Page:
Friday, March 8, 2013

DIY : 1 Yard Circle Scarf!

About a year ago I bought a pretty stack of fabrics that I fully intended to make lovely circle scarves out of. I started and made one, but the cotton was very thick and it didn't turn out like I had hoped. Most of the other fabrics I bought were lighter and gauzier or silkier than the first. Today, I'm all cooped up in the house by an unexpected (so far!) 8 to 9 inches of snow. They forecasted some some yesterday, but none that I knew of for today! I woke up early, and, in the mood to get some of my crafty craft side going, I decided to tackle making one of these circle scarves, and I thought you might like to tag along.

I started out with a pretty, summery gauzy cotton. Gauze is a light weight, loosely woven and semi-sheer fabric that is perfect for summery accessories and garments. You can find a gauze type fabric at your local Jo-Ann Fabrics in the apparel fabric section, or by searching cotton gauze on Etsy. For a beginner, I don't recommend using anything silky, as it is harder to sew with. You'll also need some mercerized cotton or polyester thread and a sewing machine with a fine/small needle, a pair of pinking shears, and some sewing pins.

To start, lay out your fabric and cut it down the center length-wise, so that you are left with 2 pieces of fabric, both 1 yard in length. Place them on top of each other. If there is a "right side" and a "wrong side" make sure the right sides are facing each other and sew on the wrong side. Sew a straight seam across the short end of the fabric, about 1 inch in from the edge. Make sure to finish your ends by sewing back over them. Then, take your pinking shears and cut off a half inch of the seam, as shown:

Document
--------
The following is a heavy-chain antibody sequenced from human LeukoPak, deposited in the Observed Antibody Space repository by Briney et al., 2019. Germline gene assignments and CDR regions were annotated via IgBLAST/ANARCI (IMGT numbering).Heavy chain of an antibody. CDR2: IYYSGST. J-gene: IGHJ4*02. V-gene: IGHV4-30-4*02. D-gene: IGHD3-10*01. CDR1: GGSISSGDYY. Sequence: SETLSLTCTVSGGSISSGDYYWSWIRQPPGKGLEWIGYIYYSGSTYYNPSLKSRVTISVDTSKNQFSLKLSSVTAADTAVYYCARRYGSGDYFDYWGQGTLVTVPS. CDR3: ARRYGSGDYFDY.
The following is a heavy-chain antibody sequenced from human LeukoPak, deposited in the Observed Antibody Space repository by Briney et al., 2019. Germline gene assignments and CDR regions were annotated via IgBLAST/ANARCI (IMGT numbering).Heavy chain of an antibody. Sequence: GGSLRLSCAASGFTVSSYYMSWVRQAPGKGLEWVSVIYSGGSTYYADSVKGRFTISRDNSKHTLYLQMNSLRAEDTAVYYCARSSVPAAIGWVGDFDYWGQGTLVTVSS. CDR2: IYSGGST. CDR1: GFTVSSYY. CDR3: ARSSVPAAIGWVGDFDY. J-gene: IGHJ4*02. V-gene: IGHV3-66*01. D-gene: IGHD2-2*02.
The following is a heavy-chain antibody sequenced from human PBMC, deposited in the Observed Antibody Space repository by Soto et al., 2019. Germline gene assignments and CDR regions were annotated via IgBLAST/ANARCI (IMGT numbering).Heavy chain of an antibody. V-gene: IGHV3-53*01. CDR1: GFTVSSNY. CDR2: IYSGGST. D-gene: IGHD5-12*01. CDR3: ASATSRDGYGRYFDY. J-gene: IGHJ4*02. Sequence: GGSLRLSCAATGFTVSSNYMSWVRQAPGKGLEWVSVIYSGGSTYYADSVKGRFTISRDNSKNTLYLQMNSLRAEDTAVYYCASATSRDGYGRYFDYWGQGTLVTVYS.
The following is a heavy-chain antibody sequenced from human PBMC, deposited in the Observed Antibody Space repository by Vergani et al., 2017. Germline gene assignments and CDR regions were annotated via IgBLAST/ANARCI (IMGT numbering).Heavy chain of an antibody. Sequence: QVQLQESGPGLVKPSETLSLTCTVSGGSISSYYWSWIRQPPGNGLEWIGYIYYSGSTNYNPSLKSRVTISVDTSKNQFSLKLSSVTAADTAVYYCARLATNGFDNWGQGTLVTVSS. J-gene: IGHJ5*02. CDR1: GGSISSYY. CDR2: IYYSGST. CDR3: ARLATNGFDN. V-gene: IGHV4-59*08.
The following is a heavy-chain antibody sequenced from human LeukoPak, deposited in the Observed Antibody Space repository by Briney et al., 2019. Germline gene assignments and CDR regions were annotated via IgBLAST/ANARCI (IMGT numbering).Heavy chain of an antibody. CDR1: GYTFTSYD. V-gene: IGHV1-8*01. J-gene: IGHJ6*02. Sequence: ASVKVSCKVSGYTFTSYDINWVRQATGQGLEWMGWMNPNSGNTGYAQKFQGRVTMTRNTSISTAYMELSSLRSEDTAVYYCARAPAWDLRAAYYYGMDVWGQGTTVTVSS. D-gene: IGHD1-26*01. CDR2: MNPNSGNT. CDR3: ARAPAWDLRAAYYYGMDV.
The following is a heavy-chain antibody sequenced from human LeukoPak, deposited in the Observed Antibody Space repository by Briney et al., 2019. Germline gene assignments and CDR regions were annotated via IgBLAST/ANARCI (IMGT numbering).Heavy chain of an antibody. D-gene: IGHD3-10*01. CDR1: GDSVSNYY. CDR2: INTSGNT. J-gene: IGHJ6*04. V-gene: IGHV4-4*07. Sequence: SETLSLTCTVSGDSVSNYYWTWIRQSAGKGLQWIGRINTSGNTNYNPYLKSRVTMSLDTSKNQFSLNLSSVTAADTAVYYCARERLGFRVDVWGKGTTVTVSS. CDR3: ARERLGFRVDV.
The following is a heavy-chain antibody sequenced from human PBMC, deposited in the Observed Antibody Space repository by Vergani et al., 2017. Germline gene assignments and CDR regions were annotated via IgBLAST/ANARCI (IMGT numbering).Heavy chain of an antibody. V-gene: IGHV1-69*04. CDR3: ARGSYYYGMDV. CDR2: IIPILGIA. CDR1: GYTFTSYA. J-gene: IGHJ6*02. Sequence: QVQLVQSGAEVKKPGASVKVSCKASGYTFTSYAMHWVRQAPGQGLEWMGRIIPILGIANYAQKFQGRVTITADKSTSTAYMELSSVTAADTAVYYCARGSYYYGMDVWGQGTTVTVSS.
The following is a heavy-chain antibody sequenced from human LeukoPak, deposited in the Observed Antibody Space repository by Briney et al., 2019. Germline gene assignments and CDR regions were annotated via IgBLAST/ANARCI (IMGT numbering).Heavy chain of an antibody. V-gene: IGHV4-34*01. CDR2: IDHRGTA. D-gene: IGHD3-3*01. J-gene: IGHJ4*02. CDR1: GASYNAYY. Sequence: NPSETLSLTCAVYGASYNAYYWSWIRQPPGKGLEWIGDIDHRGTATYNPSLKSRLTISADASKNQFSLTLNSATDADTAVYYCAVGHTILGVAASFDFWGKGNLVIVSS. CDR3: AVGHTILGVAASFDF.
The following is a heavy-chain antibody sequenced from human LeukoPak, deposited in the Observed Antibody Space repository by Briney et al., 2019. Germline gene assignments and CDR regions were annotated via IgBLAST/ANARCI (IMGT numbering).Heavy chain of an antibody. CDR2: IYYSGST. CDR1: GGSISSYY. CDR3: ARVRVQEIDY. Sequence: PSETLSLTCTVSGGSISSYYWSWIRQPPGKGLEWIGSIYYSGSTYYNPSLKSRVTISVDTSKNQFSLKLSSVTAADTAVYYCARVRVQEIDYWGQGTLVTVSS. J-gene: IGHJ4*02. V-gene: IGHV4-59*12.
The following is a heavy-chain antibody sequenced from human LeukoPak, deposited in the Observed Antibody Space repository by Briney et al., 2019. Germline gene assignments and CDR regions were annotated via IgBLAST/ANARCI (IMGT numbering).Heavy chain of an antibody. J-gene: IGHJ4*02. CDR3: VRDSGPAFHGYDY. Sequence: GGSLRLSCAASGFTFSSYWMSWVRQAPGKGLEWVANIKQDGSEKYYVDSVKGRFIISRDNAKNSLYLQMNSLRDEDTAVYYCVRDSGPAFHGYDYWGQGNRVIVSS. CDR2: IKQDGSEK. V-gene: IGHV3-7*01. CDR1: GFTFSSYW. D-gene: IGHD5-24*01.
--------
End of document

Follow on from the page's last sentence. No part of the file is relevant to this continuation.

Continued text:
Pinking shears help prevent the fabric from fraying, which is especially useful for more delicate fabrics. Jersey fabrics roll in on themselves, so pinking shears aren't necessary for jersey, but other fabrics should be pinked if possible!

Now you will have a very long strip of fabric. There will be one side that is selvedge (the edge that is already pre-finished for you) and one side that is unfinished. Now, if your selvedge has a copyright or name on it, and not just the fabric printed to the edge, you will need to fold over and finish both sides of the scarf. Fold over the sides you need to finish and simply sew with about a quarter inch seam allowance. If you notice your fabric is prone to fraying, you may want to pink the edge before you sew it, or double-roll it before sewing so that you don't end up with lots of little strings hanging from your scarf!

After that's finished, all there is is to join up the two ends and sew them together just like you did for the first set of ends. Make sure you don't twist the fabric, and you are still sewing on the wrong side/same side as your other seam! Pink the edges on that seam as well. Now, you are finished! You have a lovely circle scarf that you can match up with some of your favorite garments!

Check out this awesome graphic on all the different ways you can wear your circle scarf:

1 comment:

  1. THere are so many possibilities with this scarf! I need one now!!


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